9. Davy on Sat, 14th Sep 2019 10:54 am 

    50% renewables is doable if we have a behavioral change. This change is more than with the brown conservatives. It is with the rich fake green liberals also who just want more fancy gadgets to buy and play with

  10. Cloggie on Sat, 14th Sep 2019 11:26 am 

    Hey taxi!

    First successful autonomous flight today with “Volocopter” flight taxi in Stuttgart, Germany.

    Cooperation between Daimler and Geely-China, but company Volocopter has the majority shares.
    85 million capital.

  11. dave thompson on Sat, 14th Sep 2019 11:45 am 

    Stop burning coal and the particulates fall out of the atmosphere within days. Look up the global dimming effect. AKA global masking effect.

  12. Davy on Sat, 14th Sep 2019 12:03 pm 

    Did I mention I’m voting liberal in the next election? All of my fancy non REAL Green fancy gadgets? Or how’s about my REAL fancy private jet?

    I think I might of.

  13. Harquebus on Sat, 14th Sep 2019 12:27 pm 

    Yeah, right. TANSTAAFL.

    “Manufacturing wind turbines is a resource-intensive process. A typical wind turbine contains more than 8,000 different components, many of which are made from steel, cast iron, and concrete.
    One such component are magnets made from neodymium and dysprosium, rare earth minerals mined almost exclusively in China, which controls 95 percent of the world’s supply of rare earth minerals.”
    “There’s not one step of the rare earth mining process that is not disastrous for the environment.”

    “Any examination of the global impact of renewable energy-harvesting technologies will quickly dispel any belief that these offer a solution – or even mitigation – for the catastrophe that is unfolding. Global dependence upon fossil fuels has barely moved (from 87% to 86%) in the last two decades.”
    “the mining waste heaps of Europe and North America contain plenty of rare earths that could be just as easily refined as those in China. The only difference is that the Chinese state is willing to tolerate environmental destruction on a scale that would be unacceptable in the west.”

  14. Chrome Mags on Sat, 14th Sep 2019 1:39 pm 

    “Stop burning coal and the particulates fall out of the atmosphere within days. Look up the global dimming effect. AKA global masking effect.”

    True enough, dave. I think it’s estimated at approx. 1C added without dimming, which takes us over the vaunted 2C threshold.

    However, what’s the choice? If we keep pumping GHG’s into the atmosphere to maintain dimming, then we lock ourselves into a dead end.

    If we transition to a much higher percentage of renewables, dimming fades, world temp. goes up but the carbon levels begin to level off and at some point begin declining.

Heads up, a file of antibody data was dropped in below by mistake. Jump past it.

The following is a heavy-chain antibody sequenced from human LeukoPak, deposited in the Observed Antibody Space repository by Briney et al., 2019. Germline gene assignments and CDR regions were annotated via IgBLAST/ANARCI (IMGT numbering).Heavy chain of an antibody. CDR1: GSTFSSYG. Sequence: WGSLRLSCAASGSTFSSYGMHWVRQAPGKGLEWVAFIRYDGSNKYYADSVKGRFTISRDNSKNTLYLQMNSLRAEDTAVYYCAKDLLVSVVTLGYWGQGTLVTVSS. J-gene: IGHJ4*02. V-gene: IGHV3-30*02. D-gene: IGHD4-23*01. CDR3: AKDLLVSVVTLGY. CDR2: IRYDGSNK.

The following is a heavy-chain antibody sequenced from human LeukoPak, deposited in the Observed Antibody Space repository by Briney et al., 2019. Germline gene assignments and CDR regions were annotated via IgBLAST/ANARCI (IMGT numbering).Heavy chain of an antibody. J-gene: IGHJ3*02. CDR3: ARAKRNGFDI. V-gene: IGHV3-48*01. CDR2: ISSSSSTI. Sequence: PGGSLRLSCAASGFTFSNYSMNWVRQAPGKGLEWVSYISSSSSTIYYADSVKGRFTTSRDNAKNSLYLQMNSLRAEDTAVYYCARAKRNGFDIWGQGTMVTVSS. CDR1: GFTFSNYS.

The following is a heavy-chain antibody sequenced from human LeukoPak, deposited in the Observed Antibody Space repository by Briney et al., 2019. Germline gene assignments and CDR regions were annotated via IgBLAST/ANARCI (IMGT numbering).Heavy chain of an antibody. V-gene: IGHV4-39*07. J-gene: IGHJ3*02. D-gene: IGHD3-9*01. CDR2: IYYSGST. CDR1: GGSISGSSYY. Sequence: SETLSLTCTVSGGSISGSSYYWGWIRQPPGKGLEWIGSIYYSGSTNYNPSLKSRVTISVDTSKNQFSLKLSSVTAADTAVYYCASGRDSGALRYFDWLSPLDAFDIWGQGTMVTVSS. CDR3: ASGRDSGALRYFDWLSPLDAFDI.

What could be done is; if dimming falls away, world temps go up and as a temporary measure we have to use a geo-engineering technique of cloud brightening (to reflect more energy), then as carbon levels drop, the C.B. can be tapered off.

    It may also be necessary to sequester carbon from atmosphere to reduce the chances of over acidifying the oceans as well as avoiding runaway GW, which can be argued is in the early stages (permafrost thaw & ice sheet volume decline), it’s just running slow enough now we still have some time to do something to avoid the worst of it.

    It’s a no brainer that people were going to use FF. It was just too easy an energy source not to use. But now we realize its like a person taking heroin. At some point the person passes from the addiction. We don’t want to take that same type of path, and since fusion hasn’t gotten up and going yet, we need to make the transition to renewables and tackle whatever storage etc. problems arise.

  15. dave thompson on Sat, 14th Sep 2019 1:47 pm 

    hey Chrome, Thanks for the input. At scale I have yet to hear or see any information that humans can geo-engineer our way out of this mess. Humans face a predicament in regards to global planetary biosphere disruption and over all temp rise. A predicament has no solution.

  16. Cloggie on Sat, 14th Sep 2019 2:00 pm 

    “China’s gambling on a nuclear future, but is it destined to lose?”

    In 2 years China will overtake France, the US in a decade.

  17. makati1 on Sat, 14th Sep 2019 7:17 pm 

    Some “renewables” reality:

    Myth 1. “Clean energy” is carbon neutral.
    Myth 2. “Clean energy” is inexhaustible because the sun will always shine and the wind will always blow.
    Myth 3. “Clean energy” does not produce toxins.
    Myth 4. “Clean energy” does not deplete or contaminate drinkable water.
    Myth 5. “Clean energy” does not require very much land usage.
    Myth 6. “Clean energy” has no effect on plant and animal life.
    Myth 7. “Clean energy” production has no effect on human health.
    Myth 8. People are happy to have “clean energy” harvested or its components mined where they live.
    Myth 9. No one is ever killed due to disputes over energy extraction or harvesting.
    Myth 10. One watt of “clean energy” will replace one watt from use of fossil fuels
    Myth 11. “Clean energy” is as efficient as fossil fuels in resource use.
    Myth 12. Improved efficiency can resolve problems of “clean energy.”
    Myth 13. Recycling “clean energy” machine components can resolve its problems.
    Myth 14. Whatever problems there are with “clean energy” will work themselves out.
    Myth 15. There Is No Alternative.

    “Every form of energy production has difficulties. “Clean, renewable energy” is neither clean nor renewable. There can be good lives for all people if we abandon the goal of infinite energy growth. Our guiding principle needs to be that the only form of truly clean energy is less energy.”

  18. Stephen Heins on Sat, 14th Sep 2019 7:31 pm 

    Look, Ma! Those stinking problems for renewables, wind and solar, have magically disappeared. We no longer have to worry about intermittency, storage, finance, technology, and distribution, thanks to DeSmog. Whew….

  19. DeFog DeSmogBlog on Sun, 15th Sep 2019 11:33 am 

    I stopped reading DeSmogBlog long ago; it’s just a forum for spreading green energy propaganda.